The Ebb and Flow of Writing: Part 1
Among the first items up for discussion when I am consulting with a new client, especially one who is a relative newcomer to the field of writing, are:
“I know that I’m supposed to write every day, but how do I maintain the momentum? How do I keep writing, even when I run out of ideas?”
The flow: All too often the assumption is made that writing is fundamentally a mechanical operation; that it can be controlled through discipline and willpower. Writing has a particular ebb and flow, and to assume that it is a controllable phenomenon would be akin to saying that one could control the ebb and flow of the tides.
The act of writing (creation/creativity) cannot be forced, nor can it be regulated in any customary manner. Writing (creation/creativity) does not tap resources in the physical world, but draws itself from the world of the brain and heart (mind and soul)—the Muse, if you will.
A good and wise friend, fellow writer and published author, David Evans, not long ago wrote me these words:
“So many (writers) want to write all the way through the first time, sign it and it is gone. However, the way I approach writing is to just get the thought down and move on. Move with the flow of thought (the story) as it presents itself in your mind, even if you misspell words, paragraphs are not sized etc. Don’t let the thought and flow get away. Mechanics are secondary.”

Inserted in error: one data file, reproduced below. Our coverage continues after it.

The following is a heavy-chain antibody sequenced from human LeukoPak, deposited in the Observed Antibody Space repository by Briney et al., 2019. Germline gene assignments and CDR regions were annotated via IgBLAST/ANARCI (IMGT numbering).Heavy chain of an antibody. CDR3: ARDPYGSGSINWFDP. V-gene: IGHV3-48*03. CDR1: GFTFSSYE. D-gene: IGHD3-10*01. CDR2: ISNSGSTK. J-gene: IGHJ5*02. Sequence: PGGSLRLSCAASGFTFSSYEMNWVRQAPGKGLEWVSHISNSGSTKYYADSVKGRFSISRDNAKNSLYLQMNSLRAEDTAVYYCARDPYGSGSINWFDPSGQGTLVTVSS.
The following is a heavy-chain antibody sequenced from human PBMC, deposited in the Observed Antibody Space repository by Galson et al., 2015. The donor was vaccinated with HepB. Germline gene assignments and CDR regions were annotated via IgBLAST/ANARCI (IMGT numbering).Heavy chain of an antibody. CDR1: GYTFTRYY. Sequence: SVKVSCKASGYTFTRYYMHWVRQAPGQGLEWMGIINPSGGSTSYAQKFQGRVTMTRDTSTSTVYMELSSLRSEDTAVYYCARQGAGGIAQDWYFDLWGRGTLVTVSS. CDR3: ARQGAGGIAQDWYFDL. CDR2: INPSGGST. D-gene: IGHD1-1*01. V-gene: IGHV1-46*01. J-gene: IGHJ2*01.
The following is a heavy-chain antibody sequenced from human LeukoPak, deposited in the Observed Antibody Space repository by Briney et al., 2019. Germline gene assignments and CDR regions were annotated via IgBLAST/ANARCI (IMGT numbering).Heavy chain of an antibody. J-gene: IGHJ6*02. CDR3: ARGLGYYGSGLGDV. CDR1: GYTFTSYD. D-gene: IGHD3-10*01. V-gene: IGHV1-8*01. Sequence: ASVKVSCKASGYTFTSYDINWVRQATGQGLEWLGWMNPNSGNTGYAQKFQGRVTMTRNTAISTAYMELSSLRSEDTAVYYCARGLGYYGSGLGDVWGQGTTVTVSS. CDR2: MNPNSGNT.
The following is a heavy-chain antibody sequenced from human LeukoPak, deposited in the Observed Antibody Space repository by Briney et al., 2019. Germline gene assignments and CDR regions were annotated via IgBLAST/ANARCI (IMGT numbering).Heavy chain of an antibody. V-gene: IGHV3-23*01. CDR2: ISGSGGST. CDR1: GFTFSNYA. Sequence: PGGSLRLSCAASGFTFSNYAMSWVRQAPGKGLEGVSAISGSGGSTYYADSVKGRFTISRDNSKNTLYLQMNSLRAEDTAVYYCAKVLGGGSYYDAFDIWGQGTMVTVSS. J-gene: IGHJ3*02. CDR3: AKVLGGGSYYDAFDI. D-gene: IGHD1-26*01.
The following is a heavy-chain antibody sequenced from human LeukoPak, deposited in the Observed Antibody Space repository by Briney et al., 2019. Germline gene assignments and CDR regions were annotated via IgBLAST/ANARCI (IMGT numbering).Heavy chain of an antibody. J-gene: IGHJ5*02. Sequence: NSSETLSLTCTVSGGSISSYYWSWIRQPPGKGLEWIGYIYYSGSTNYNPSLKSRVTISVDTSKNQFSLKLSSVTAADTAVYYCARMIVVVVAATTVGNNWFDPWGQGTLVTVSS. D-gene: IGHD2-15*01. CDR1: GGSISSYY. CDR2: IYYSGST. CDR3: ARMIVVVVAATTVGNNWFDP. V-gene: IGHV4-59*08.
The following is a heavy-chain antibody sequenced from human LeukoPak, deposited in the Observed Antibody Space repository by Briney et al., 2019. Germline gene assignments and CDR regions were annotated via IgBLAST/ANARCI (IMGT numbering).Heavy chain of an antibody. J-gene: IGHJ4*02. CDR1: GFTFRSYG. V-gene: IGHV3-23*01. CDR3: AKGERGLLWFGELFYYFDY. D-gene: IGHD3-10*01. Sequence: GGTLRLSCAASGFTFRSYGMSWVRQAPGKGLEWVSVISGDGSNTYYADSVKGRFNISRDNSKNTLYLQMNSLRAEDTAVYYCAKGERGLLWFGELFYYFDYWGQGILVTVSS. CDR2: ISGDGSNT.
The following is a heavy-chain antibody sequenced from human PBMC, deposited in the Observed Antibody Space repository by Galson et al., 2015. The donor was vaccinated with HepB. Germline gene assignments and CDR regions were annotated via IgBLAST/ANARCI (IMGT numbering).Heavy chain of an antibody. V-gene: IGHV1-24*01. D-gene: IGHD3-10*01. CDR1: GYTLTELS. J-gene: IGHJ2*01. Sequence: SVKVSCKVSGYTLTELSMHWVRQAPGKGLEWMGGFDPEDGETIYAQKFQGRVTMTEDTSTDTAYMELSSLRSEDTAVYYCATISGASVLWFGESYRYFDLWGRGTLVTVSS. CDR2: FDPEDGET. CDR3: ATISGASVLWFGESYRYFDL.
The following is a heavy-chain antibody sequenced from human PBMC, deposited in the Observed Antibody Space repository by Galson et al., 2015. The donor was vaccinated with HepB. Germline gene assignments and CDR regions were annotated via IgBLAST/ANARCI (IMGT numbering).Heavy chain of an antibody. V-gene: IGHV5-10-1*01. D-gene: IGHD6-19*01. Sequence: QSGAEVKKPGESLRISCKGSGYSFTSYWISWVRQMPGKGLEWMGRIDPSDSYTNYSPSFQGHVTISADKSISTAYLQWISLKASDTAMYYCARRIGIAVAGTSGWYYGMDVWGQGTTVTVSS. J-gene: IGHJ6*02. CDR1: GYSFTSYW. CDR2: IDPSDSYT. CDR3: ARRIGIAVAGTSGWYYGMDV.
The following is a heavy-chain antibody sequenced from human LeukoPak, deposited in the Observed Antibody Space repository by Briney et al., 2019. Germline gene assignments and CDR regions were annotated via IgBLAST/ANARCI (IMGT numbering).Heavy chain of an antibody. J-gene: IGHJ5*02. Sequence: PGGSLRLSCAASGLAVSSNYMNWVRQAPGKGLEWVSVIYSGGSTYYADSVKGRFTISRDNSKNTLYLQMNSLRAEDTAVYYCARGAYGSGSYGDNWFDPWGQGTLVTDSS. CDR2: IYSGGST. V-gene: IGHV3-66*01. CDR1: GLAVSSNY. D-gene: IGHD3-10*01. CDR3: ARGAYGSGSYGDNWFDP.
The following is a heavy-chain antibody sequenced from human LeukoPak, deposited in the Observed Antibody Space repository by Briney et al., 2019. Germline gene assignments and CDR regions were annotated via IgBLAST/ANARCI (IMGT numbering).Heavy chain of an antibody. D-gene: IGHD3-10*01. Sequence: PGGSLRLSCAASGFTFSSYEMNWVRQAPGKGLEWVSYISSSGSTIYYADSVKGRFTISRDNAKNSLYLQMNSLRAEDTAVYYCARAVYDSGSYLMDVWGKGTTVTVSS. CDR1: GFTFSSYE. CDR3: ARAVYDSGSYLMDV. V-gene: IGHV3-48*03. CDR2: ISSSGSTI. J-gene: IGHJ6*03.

I could not have said it better. The act of creating could be called a “catching the dream” process. One in which the writer gets down on paper or notepad—or computer—those crystal thoughts, that, if not seized in the moment, fade away much like dreams.
Speaking of dreams, they, too, are sources of inspiration. The Muse, or Spirit or God, whatever title you choose for your Source, also speaks to the creator/writer from within the obscurity of sleep. Recognition of those creative gems does not come easy, but is well worth the time spent practicing remembering what was contained in those dreams.
The flip side—the ebb—of creative writing is that there will be times when it seems that nothing will come. This too is an important phase in the art of creation, since being a creative writer also requires rest and relaxation. Too often, we mistake those moments where we lack ideas as interruptions in our creative cycle, when in fact they are a necessary and vital component.
No engine, whether mental or physical, can run without replenishing its source of energy in some fashion. So too with the creative engine: when the physical world overpowers our senses, it seems our Source dries up or stops communicating. And this is where the misunderstanding about the “momentum” of the creative process lies.
The cycle of creation is non-stop. We see this in Nature, where the ebb and flow of the seasons and the cycle of birth and death, or the coming and going of the tides implies that there is always something going on behind the scenes whether we observe it or not.
So my answer to the two questions given earlier is this: If you simply accept the fact that creative momentum is always present, and that Source never stops providing inspiration—even if we don’t immediately recognize those resources—you will always be writing, even if just a few words a day. And being a creative writer is more about consistency than about discipline or momentum.